THE repeated requests by the Sri Lanka government to India for joint patrolling of the seas by the navies of the two countries have both internal and external reasons. Colombo has tried to convince New Delhi about the importance of control of the seas in the fight against the Liberation Tigers of Tamil Eelam, particularly in the face of the growing strength of the Sea Tigers, the rebel group's naval wing.
Colombo fears that the Sea Tigers pose as big a threat to the territorial unity and integrity of the island-nation as to regional stability. It is convinced that the threat is as much a challenge to India as to Sri Lanka in the medium and long term and as such necessitates joint action.
India seems to view the idea as nothing short of deployment of an Indian peace-keeping force in the seas. India's disinclination to associate itself with such an exercise can be traced to the bitter memories of the Indian military's involvement in Sri Lanka from 1987 to 1990.
Aware of Indian sensitivities on the subject, Sri Lanka is cautious in its requests for joint patrolling. This was evident on the eve of the departure of President Mahinda Rajapaksa to India on a five-day visit in November last year. At an informal interaction with Colombo-based correspondents working for the Indian media, Rajapaksa let it be known that joint patrolling of the seas would be one of the major issues he would raise in New Delhi. Having made the point, the President was in two minds as to whether the correspondents should report it, given the Indian apprehensions. It took him more than two minutes to overcome the dilemma. "Go ahead and report. After all, we are making a constructive suggestion with sound reasoning. I am sure the Indian leadership will appreciate the spirit behind our thinking," he said.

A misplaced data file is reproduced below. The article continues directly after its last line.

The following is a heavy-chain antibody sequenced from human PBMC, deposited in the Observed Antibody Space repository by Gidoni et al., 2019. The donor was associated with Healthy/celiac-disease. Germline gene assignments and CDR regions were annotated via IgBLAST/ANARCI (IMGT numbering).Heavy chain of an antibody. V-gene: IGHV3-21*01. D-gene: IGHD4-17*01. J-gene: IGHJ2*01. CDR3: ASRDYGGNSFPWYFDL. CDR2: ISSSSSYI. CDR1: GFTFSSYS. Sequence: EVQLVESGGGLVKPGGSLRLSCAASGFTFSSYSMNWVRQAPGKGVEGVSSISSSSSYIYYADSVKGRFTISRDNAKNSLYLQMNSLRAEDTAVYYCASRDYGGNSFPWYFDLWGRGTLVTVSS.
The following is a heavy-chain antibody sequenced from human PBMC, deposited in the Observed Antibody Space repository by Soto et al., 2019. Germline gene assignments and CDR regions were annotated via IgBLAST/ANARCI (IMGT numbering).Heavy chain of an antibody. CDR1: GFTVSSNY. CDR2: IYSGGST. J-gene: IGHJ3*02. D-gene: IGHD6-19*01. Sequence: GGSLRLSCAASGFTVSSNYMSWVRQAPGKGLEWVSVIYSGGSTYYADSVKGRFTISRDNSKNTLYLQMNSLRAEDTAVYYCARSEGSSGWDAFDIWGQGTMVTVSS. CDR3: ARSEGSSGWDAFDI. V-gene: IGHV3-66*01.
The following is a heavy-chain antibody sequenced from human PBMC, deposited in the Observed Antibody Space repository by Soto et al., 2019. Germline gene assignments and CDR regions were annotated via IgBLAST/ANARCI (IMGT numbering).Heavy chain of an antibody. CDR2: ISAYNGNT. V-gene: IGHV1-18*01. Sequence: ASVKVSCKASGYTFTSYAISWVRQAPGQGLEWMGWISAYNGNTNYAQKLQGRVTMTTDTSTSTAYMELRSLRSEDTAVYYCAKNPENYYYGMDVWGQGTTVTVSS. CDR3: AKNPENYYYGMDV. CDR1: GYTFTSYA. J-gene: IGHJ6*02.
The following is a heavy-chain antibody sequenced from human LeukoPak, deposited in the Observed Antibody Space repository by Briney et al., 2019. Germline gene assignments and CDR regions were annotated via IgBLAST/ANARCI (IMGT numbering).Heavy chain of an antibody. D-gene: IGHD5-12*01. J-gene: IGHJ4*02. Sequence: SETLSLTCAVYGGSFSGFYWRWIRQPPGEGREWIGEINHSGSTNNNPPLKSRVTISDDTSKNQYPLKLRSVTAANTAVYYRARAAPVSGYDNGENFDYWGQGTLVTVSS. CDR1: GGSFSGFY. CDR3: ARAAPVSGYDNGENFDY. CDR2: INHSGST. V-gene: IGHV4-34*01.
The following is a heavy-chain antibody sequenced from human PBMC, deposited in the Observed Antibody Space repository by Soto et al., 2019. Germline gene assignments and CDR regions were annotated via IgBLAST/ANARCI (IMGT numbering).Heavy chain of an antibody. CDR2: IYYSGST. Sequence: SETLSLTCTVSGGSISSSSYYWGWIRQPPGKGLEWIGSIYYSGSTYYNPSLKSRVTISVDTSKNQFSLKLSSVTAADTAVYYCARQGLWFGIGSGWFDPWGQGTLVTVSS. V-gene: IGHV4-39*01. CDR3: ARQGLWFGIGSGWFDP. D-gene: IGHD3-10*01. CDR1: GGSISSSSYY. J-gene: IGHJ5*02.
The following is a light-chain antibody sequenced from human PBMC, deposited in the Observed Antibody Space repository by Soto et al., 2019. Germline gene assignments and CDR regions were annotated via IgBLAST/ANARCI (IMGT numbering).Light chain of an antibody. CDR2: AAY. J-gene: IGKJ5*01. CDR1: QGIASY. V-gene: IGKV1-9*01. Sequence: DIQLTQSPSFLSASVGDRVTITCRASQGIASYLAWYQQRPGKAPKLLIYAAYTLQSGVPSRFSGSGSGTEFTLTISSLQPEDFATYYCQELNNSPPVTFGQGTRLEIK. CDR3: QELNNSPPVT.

It is ironic that successive governments since 1948 hardly paid any attention to the creation of a strong naval force for the island-nation. Caught in a quagmire of internal conflicts, first in the south in the form of ultra-Left extremism and then in the north and east in the form of militant Tamil nationalism, the government focussed its attention on strengthening the army and the police. For a country with a population of 20 million, the estimated combined strength of the Sri Lanka Army and the police is 1,50,000, while that of the Navy is below 30,000. It was only in 2000 that for the first time the government decided to make the Navy the country's first line of defence. The decision came in the wake of the emergence of the Sea Tigers as a formidable force and the LTTE's domination of two-thirds of the Sri Lankan seas.
Experts believe that if the Interim Self-Government Authority was accepted, the LTTE could have claimed two-thirds of the seas. Since March 2003 the LTTE has been openly articulating such a demand. That the Sea Tigers have been growing in strength was evident from the findings of a study. It found that by 2004 the LTTE had destroyed 30 to 50 per cent of the Sri Lanka Navy craft.
The estimated strength of the Sea Tigers varies from 2,500 to 3,500. The LTTE has a large number of merchant ships (sailing under various flags), which are used for smuggling equipment. The dare devil operations of these ships became evident when the Sri Lankan and Indian authorities recently caught some of them with large quantities of arms and ammunition.
Against this background, the Sri Lanka Navy is faced with the enormous task of guarding the seas and vital ports, and conducting warfare with the Sea Tigers. Given its size and the resources at its command, the Sri Lanka Navy is simply not equipped to deal with the situation. Hence the desperation to rope in the Indian Navy. However, much more effort would be required on the part of Colombo to prevail upon New Delhi to join the endeavour.B. Muralidhar Reddy in Colombo